Stay well – but save 999 for emergencies
Kent’s ambulance service is preparing for one of the busiest weekends of the year.
It has urged people to keep an eye on any elderly or vulnerable family, friends or neighbours over Easter and help ensure their medicine cabinets are stocked with useful and in-date medication.
GP surgeries will be closed on Good Friday and Easter Monday and the public have also been reminded to only call 999 in the event of a “serious emergency”.
The Easter weekend is one of the busiest periods of the year for paramedics in Kent
Last year South East Coast Ambulance Service NHS Foundation Trust (SECAmb) received more than 10,000 emergency calls between Good Friday and Easter Monday and sent a response to more than 8,500 incidents.
People are reminded that by dialing the NHS non-emergency number 111 they can get advice, have symptoms assessed, and be directed to the most appropriate medical care.
It is preparing for high demand and is expecting to handle well in excess of 20,000 calls across the four-day weekend.
SECamb says staff will be working “extremely hard” to ensure patients receive the help they require, is also urging people to prepare themselves to minimise their risk of requiring the help of the ambulance service.
It is reminding people to act now to pick up any required repeat prescriptions by contacting their GP surgery ahead of the weekend.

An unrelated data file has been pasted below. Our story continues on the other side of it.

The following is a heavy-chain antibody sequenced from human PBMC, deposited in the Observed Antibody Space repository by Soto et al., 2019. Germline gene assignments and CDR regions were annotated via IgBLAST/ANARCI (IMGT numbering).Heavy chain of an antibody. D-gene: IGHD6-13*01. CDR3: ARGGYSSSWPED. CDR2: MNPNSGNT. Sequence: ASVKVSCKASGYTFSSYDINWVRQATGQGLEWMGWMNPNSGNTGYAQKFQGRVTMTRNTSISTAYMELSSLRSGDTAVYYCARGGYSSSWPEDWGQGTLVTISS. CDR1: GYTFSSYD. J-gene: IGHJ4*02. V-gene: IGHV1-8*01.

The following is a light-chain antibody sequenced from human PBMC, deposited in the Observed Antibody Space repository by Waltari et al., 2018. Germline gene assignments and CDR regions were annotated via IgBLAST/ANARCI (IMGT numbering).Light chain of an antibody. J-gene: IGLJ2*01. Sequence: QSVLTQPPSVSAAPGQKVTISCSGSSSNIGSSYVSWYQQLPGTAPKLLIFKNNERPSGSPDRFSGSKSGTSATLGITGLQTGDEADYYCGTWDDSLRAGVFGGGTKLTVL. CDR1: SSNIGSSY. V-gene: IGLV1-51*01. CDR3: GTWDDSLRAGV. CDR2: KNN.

SECAmb head of resilience and specialist operations, said: “As ever, we’re expecting a very busy weekend and we know all our staff will rise to the challenge of this increase in demand.
“But we’re urging people to help us by only dialling 999 in the event of a serious emergency.
“As always we will be prioritising life-threatening calls so a call triaged as being a lower priority is likely to receive a longer response.
“Anyone faced with an emergency shouldn’t hesitate to call but we would urge anyone else who needs help to consider to consider the other options available to them including calling NHS 111 where staff can provide support and advice over the phone and refer patients to outof-hours services where appropriate.
“Also, while pharmacies may not be operating their usual hours, they too can be a useful place where members of the public can receive expert advice on routine illnesses such as coughs and colds.
“We’re also strongly recommending people ensure they have arranged to collect any necessary repeat prescriptions for themselves or others and ensure their medicine cabinets are in stock and in date.”
The public have been asked to try to keep the pressure off 999 services